There’s no way to put a good interpretation upon the BTC crash chart. The bearish descending triangle is broken on daily, weekly and monthly charts:
All we need now is to break the intra-day low at $6k and it’s free-fall time.
The renewed selling came as the NYT caught up with the great Tether-ponzi:
A concentrated campaign of price manipulation may have accounted for at least half of the increase in the price of Bitcoin and other big cryptocurrencies last year, according to a paper released on Wednesday by an academic with a history of spotting fraud in financial markets.
The paper by John Griffin, a finance professor at the University of Texas, and Amin Shams, a graduate student, is likely to stoke a debate about how much of Bitcoin’s skyrocketing gain last year was caused by the covert actions of a few big players, rather than real demand from investors.
Many industry players expressed concern at the time that the prices were being pushed up at least partly by activity at Bitfinex, one of the largest and least regulated exchanges in the industry. The exchange, which is registered in the Caribbean with offices in Asia, was subpoenaed by American regulators shortly after articles about the concerns appeared in The New York Times and other publications.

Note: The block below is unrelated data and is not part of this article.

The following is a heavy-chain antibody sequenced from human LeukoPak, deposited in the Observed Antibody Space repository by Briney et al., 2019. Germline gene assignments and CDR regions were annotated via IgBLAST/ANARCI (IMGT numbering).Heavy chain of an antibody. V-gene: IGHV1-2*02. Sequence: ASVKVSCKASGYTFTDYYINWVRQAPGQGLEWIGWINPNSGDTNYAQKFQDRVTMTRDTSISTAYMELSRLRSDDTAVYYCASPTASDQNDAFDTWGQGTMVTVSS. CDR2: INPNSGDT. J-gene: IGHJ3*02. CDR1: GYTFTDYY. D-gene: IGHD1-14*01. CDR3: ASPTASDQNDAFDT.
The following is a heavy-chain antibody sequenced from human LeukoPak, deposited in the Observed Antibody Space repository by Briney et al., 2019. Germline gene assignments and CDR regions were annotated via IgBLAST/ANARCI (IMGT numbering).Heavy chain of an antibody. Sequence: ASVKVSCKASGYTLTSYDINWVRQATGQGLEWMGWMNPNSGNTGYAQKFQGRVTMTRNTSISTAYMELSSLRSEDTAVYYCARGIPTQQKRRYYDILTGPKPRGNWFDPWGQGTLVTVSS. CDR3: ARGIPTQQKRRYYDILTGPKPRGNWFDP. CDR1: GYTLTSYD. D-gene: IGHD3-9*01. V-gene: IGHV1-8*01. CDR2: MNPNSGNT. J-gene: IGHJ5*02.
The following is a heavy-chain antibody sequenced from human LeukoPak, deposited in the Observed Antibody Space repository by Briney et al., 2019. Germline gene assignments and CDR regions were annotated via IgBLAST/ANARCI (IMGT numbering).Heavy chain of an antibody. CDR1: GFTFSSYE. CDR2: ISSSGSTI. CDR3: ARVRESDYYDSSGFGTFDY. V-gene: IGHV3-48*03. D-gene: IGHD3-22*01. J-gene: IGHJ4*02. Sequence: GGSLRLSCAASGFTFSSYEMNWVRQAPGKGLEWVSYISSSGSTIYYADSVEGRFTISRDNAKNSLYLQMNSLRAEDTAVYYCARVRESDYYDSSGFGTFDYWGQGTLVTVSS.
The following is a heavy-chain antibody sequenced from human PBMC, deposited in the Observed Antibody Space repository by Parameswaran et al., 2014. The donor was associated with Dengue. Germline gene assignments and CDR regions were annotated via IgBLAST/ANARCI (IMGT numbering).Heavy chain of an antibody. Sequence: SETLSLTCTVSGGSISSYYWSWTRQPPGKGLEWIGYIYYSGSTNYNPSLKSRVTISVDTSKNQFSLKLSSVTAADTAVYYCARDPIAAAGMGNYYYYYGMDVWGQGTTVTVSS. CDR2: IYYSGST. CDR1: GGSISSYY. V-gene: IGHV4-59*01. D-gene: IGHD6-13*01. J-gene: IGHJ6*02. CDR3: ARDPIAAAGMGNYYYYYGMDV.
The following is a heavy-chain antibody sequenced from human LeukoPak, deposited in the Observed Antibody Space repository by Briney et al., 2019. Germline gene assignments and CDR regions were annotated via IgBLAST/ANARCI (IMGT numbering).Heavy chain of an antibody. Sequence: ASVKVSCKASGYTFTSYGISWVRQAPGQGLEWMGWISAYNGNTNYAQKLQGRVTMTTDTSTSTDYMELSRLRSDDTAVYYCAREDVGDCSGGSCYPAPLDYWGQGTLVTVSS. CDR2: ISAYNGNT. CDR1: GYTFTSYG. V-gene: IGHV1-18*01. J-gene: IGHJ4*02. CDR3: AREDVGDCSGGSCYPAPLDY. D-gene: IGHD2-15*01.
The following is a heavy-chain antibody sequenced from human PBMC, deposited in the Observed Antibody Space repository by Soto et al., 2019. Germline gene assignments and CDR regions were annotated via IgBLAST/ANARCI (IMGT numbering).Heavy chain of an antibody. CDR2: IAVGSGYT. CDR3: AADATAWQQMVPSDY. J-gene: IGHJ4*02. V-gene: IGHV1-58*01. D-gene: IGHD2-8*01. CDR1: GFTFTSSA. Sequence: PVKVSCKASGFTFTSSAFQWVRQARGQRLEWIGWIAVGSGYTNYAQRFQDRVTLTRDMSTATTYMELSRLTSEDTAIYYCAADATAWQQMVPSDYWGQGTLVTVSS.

Mr. Griffin looked at the flow of digital tokens going in and out of Bitfinex and identified several distinct patterns that suggest that someone or some people at the exchange successfully worked to push up prices when they sagged at other exchanges. To do that, the person or people used a secondary virtual currency, known as Tether, which was created and sold by the owners of Bitfinex, to buy up those other cryptocurrencies.
…In particular, Mr. Griffin and Mr. Shams examined the flow of Tether, a token that is supposed to be tied to the value of the dollar and that is issued exclusively by Bitfinex in large batches. They found that half of the increase in Bitcoin’s price in 2017 could be traced to the hours immediately after Tether flowed to a handful of other exchanges, generally when the price was declining.
Other large virtual currencies that can be purchased with Tether, such as Ether and Zcash, rose even more quickly than Bitcoin in those periods. The prices rose much more quickly on exchanges that accepted Tether than they did on those that did not, and the pattern ceased when Bitfinex stopped issuing new Tether this year, the authors found.
Here is the paper.
MB readers fingered Tether long ago and was one of the reasons why we’ve been so bearish on the world’s first ever global ponzi-scheme which appears now on the verge of going completely bust.